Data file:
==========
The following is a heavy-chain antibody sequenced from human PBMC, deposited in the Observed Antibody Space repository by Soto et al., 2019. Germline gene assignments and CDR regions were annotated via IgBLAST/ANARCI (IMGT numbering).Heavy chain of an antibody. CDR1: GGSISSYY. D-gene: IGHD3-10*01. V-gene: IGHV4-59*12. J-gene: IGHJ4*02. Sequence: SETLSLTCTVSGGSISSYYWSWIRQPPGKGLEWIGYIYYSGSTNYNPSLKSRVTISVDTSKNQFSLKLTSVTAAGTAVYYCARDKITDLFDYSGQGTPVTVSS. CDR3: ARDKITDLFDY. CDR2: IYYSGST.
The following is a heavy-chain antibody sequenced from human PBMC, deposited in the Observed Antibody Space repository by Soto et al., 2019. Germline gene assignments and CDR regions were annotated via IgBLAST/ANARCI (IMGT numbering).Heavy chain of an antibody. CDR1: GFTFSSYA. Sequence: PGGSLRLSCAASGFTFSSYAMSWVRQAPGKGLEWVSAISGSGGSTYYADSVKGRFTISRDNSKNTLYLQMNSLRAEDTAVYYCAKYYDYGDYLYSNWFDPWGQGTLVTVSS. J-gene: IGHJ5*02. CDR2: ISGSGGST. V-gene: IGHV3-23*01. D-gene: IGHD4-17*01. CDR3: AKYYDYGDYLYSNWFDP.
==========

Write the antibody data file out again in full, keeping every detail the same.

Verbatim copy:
The following is a heavy-chain antibody sequenced from human PBMC, deposited in the Observed Antibody Space repository by Soto et al., 2019. Germline gene assignments and CDR regions were annotated via IgBLAST/ANARCI (IMGT numbering).Heavy chain of an antibody. CDR1: GGSISSYY. D-gene: IGHD3-10*01. V-gene: IGHV4-59*12. J-gene: IGHJ4*02. Sequence: SETLSLTCTVSGGSISSYYWSWIRQPPGKGLEWIGYIYYSGSTNYNPSLKSRVTISVDTSKNQFSLKLTSVTAAGTAVYYCARDKITDLFDYSGQGTPVTVSS. CDR3: ARDKITDLFDY. CDR2: IYYSGST.
The following is a heavy-chain antibody sequenced from human PBMC, deposited in the Observed Antibody Space repository by Soto et al., 2019. Germline gene assignments and CDR regions were annotated via IgBLAST/ANARCI (IMGT numbering).Heavy chain of an antibody. CDR1: GFTFSSYA. Sequence: PGGSLRLSCAASGFTFSSYAMSWVRQAPGKGLEWVSAISGSGGSTYYADSVKGRFTISRDNSKNTLYLQMNSLRAEDTAVYYCAKYYDYGDYLYSNWFDPWGQGTLVTVSS. J-gene: IGHJ5*02. CDR2: ISGSGGST. V-gene: IGHV3-23*01. D-gene: IGHD4-17*01. CDR3: AKYYDYGDYLYSNWFDP.